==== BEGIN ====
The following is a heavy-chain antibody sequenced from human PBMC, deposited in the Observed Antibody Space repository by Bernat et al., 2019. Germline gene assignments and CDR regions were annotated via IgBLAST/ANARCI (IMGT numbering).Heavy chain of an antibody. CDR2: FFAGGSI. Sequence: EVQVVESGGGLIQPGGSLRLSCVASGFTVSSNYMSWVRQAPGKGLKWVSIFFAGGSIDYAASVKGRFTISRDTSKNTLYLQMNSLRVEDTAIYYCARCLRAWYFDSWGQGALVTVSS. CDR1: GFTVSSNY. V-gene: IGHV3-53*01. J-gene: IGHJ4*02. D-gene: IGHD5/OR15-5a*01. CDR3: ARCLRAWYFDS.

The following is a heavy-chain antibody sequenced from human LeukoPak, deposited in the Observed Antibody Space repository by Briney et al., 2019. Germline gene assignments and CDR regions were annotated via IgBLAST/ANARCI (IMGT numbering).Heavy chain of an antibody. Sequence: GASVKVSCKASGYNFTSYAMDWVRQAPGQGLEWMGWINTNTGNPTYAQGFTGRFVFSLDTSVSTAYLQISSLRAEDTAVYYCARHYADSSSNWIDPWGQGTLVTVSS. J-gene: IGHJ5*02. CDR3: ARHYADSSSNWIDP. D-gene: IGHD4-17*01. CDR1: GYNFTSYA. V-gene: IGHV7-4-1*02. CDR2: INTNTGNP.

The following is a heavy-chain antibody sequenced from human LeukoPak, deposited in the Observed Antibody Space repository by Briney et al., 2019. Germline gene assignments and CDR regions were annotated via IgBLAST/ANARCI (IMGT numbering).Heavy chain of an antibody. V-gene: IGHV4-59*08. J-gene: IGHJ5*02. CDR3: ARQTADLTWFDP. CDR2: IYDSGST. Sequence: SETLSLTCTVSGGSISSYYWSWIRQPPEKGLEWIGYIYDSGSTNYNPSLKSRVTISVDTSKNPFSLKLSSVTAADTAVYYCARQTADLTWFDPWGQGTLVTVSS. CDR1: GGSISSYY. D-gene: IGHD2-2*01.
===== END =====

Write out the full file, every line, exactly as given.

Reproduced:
The following is a heavy-chain antibody sequenced from human PBMC, deposited in the Observed Antibody Space repository by Bernat et al., 2019. Germline gene assignments and CDR regions were annotated via IgBLAST/ANARCI (IMGT numbering).Heavy chain of an antibody. CDR2: FFAGGSI. Sequence: EVQVVESGGGLIQPGGSLRLSCVASGFTVSSNYMSWVRQAPGKGLKWVSIFFAGGSIDYAASVKGRFTISRDTSKNTLYLQMNSLRVEDTAIYYCARCLRAWYFDSWGQGALVTVSS. CDR1: GFTVSSNY. V-gene: IGHV3-53*01. J-gene: IGHJ4*02. D-gene: IGHD5/OR15-5a*01. CDR3: ARCLRAWYFDS.

The following is a heavy-chain antibody sequenced from human LeukoPak, deposited in the Observed Antibody Space repository by Briney et al., 2019. Germline gene assignments and CDR regions were annotated via IgBLAST/ANARCI (IMGT numbering).Heavy chain of an antibody. Sequence: GASVKVSCKASGYNFTSYAMDWVRQAPGQGLEWMGWINTNTGNPTYAQGFTGRFVFSLDTSVSTAYLQISSLRAEDTAVYYCARHYADSSSNWIDPWGQGTLVTVSS. J-gene: IGHJ5*02. CDR3: ARHYADSSSNWIDP. D-gene: IGHD4-17*01. CDR1: GYNFTSYA. V-gene: IGHV7-4-1*02. CDR2: INTNTGNP.

The following is a heavy-chain antibody sequenced from human LeukoPak, deposited in the Observed Antibody Space repository by Briney et al., 2019. Germline gene assignments and CDR regions were annotated via IgBLAST/ANARCI (IMGT numbering).Heavy chain of an antibody. V-gene: IGHV4-59*08. J-gene: IGHJ5*02. CDR3: ARQTADLTWFDP. CDR2: IYDSGST. Sequence: SETLSLTCTVSGGSISSYYWSWIRQPPEKGLEWIGYIYDSGSTNYNPSLKSRVTISVDTSKNPFSLKLSSVTAADTAVYYCARQTADLTWFDPWGQGTLVTVSS. CDR1: GGSISSYY. D-gene: IGHD2-2*01.